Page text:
Discuss the historical chart of New York City weather, see Figure 3.1
Discuss the five data graphics principles related to “ink,” see Figure 3.2.
Discuss the following chart elements: chart title, y-axis, y-axis labels, x-axis, x-axis labels, data series, data points, and legend.
Use Table 3.1 to identify and describe the chart types available in Excel.
Use Figure 3.5 to illustrate the use of line charts.
Use Figure 3.6 to discuss line charts and scatter charts.
Use Figure 3.7 to illustrate the use of the Select Data Source dialog box.
Use Figure 3.8 to illustrate a display of the data series by row and column.
Use Figure 3.10 to discuss the Chart Tools Layout tab
Use Figure 3.9 to discuss the result of selecting too many options.Excessive “ink”
Introduce the terms area chart and pie chart.
See Figure 3.11 for a comparison of a column chart with an area chart.
Use Figures 3.12 and 3.13 to illustrate the use of pie charts.
Use Figures 3.12 and 3.13 to illustrate the use of pie charts.
Use Figure 3.15 to illustrate the use of the Format Data Labels dialog box.
Use Figure 3.16 to compare 3-D charts with regular charts.
Use Figure 3.18 to compare the original area chart of consumer purchase data with 100% stacked versions of the same data.
Use Figure 3.22 to illustrate the use of the Format Series dialog box.
Use Figure 3.23 to illustrate the Pie of Pie chart with formatting changes.
Use Figure 3.24 to discuss how the percentages of consumer purchases have changed from year to year.
Use Figure 3.25 to discuss the creation of a chart with the High-Low-Close chart sub-type.
Use Figure 3.26 to discuss the creation of a chart with the Open-High-Low-Close sub-type.
Use Figures 3.27 through 3.29 to illustrate the use of the Volume-High-Low-Close sub-type.
Introduce the terms trendlines and moving average.
Use Figure 3.31 to illustrate the worksheet with summary table.Use Figure 3.32 to show the resulting Volume-Open-High-Low-Close stock chart.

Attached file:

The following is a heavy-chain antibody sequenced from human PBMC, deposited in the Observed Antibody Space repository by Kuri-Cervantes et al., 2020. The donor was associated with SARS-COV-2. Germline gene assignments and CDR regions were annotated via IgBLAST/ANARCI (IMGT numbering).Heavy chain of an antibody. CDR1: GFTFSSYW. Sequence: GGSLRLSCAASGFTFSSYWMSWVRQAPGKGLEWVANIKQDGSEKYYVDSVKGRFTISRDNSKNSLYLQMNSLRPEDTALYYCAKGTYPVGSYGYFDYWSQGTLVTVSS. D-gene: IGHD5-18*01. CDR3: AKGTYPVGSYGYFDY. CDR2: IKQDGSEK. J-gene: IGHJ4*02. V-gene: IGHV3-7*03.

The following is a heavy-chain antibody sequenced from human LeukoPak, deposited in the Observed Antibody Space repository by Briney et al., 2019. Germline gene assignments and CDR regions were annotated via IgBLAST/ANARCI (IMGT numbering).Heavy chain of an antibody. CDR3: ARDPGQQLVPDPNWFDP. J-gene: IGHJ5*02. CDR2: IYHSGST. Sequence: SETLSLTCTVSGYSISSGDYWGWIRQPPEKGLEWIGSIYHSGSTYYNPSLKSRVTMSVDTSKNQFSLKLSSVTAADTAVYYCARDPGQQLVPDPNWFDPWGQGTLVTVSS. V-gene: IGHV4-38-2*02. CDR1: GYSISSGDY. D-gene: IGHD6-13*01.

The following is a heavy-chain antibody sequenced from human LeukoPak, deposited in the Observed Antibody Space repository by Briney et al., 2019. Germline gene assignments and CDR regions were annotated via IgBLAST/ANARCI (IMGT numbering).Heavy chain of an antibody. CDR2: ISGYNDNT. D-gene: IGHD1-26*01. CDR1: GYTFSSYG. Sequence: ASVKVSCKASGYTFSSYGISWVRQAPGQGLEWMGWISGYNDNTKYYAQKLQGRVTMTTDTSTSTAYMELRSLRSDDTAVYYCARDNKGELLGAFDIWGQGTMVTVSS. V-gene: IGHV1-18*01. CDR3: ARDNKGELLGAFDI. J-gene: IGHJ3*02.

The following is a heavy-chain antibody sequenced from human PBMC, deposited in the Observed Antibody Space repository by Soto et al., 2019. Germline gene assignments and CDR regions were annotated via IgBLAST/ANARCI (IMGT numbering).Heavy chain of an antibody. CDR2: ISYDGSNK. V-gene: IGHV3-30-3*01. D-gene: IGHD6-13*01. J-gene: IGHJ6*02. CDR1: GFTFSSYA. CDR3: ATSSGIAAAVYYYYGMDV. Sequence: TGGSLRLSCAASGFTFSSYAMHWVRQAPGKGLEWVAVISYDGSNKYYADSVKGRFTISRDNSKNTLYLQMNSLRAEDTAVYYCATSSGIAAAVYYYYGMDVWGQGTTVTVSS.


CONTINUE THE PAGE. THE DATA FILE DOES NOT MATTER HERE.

Charting on three axes.
Determining Effective Data Display with Charts Chapter 3 “Information is a source of learning. But unless it is organized, processed, and available to the right people in a format for decision making, it is a burden, not a benefit.”- William Pollard
Chapter Introduction Creating effective charts that show quantitative information clearly, precisely, and efficiently Basics of creating and modifying line and column charts Influence of chart type on viewer’s perception How charts can be used in specific situations Building a management dashboard by combining different chart types within the same chart
Chart Types Covered in this Chapter Area Bubble Column Doughnut Line Pie Radar Stock XY (Scatter)
Level 1 Objectives:Analyzing Basic Chart Types Visualizing Data Effective Charting in Excel Determine appropriate uses for different chart types Modify the chart type and the chart source data Specify chart options, including chart and axes titles, legends, and data labels
Data Graphics Principles “Above all else show the data” Reminder not to clutter a chart by adding unneeded illustration or decoration. “Maximize the data-ink ratio” Refers to the portion of ink that is devoted to displaying the data vs. the portion of graphic that can be removed without losing the data.